Legendary sorceries have different rules than legendary permanents, because usually the legendary supertype only has meaning on the battlefield. In the case of legendary sorceries, they can only be cast if you control a legendary creature or planeswalker. There might be no planeswalkers in this set, but it looks like there will be an absolute TON of legendary creatures, making printing legendary sorceries more viable. This would also be a flavor win as there are lots of epic plot points in the series which aren't lasting events (which could be represented by battles or legendary enchantments), but instead single moments or else take place partially off-screen. One example could be Gandalf's battle underneath the mountains with the Balrog of Moria (also known as Durin's Bane), which led to the Balrog's defeat/death/banishment, Gandalf's mortal body dying from his wounds and exhaustion, and his reincarnation as the much more powerful Gandalf the White thanks to the will of the Valar, the gods who watch over the world of Arda. The card representing this might be a powerful removal spell that exiles a creature you don't control and one you control, then returns the card you control to the battlefield with multiple +1/+1 counters or ability counters at a later turn.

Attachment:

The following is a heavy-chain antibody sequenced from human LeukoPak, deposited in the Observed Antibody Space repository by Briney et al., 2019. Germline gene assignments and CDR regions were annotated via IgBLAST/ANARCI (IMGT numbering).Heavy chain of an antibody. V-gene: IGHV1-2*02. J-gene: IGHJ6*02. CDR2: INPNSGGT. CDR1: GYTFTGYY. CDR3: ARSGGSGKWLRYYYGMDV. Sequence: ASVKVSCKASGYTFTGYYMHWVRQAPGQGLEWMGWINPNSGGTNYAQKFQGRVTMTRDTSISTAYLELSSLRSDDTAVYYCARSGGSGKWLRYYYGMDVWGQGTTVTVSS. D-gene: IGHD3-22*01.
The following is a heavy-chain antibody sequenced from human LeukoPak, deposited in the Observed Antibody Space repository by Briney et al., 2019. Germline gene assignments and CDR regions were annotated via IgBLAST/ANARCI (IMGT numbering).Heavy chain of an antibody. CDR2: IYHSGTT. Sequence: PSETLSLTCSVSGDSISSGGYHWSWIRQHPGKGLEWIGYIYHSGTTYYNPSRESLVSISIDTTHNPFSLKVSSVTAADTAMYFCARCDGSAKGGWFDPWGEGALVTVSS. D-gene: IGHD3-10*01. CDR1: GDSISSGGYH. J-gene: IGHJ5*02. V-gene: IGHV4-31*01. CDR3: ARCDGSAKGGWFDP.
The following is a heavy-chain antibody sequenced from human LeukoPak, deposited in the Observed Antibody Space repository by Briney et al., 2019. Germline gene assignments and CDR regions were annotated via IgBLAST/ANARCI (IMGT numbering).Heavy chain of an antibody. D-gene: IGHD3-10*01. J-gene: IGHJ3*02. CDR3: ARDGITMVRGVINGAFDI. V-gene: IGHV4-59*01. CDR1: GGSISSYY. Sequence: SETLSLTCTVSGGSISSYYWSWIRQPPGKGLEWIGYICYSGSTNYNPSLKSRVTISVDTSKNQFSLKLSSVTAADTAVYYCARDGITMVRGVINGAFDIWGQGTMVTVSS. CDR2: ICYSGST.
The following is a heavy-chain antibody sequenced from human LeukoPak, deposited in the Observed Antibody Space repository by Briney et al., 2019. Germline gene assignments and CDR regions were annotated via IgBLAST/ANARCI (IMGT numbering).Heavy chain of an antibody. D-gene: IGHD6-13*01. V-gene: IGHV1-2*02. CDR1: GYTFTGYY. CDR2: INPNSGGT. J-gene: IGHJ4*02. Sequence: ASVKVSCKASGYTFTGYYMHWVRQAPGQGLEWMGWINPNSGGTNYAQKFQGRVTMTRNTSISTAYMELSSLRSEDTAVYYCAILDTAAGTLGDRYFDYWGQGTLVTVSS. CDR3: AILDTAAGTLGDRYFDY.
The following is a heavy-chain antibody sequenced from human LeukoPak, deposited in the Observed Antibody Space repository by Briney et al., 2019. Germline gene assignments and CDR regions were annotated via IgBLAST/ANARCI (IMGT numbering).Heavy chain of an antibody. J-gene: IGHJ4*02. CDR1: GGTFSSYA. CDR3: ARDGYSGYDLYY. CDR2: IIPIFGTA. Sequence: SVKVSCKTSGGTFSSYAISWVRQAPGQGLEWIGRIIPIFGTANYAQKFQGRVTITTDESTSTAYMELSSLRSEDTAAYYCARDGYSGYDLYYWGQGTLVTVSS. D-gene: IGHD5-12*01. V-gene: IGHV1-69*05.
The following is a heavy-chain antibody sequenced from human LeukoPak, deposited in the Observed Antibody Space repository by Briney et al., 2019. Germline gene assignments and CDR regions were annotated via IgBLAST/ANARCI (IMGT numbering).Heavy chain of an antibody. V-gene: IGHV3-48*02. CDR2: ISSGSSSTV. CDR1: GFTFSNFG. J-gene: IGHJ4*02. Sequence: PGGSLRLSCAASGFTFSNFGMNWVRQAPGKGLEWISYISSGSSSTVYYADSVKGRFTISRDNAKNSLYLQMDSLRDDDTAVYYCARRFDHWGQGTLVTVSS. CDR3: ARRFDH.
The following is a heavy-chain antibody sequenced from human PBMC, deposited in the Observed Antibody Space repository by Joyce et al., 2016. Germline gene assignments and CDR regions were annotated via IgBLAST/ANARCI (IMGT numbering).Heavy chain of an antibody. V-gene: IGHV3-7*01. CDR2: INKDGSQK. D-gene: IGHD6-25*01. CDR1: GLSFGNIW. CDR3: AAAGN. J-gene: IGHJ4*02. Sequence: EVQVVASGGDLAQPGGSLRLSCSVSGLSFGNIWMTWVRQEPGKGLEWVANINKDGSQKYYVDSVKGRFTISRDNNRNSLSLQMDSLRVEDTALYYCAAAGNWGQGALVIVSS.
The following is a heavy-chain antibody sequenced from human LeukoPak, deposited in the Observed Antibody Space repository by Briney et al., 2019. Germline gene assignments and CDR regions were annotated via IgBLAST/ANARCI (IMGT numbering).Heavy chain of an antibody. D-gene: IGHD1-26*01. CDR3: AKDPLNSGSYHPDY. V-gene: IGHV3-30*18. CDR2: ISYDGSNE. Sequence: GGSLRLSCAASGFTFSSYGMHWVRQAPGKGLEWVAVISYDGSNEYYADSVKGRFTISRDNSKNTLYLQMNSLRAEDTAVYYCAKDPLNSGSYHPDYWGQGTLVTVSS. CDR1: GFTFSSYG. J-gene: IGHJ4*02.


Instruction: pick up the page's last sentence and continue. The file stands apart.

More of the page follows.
a mechanic returns but now references a different creature type

Many people have speculated this is going to be prowl, which fits the stealth and smarts of hobbits. However, prowl, while being a Rogue exclusive mechanic, only references the creature types in the typeline of the card it's on - it only cares about a creature sharing a creature type with that card dealing combat damage to a player, whether or not that type is Rogue. The mechanic directly referencing a creature type that I can think of here is soulshift, which would absolutely be flavorful in a new version in this set.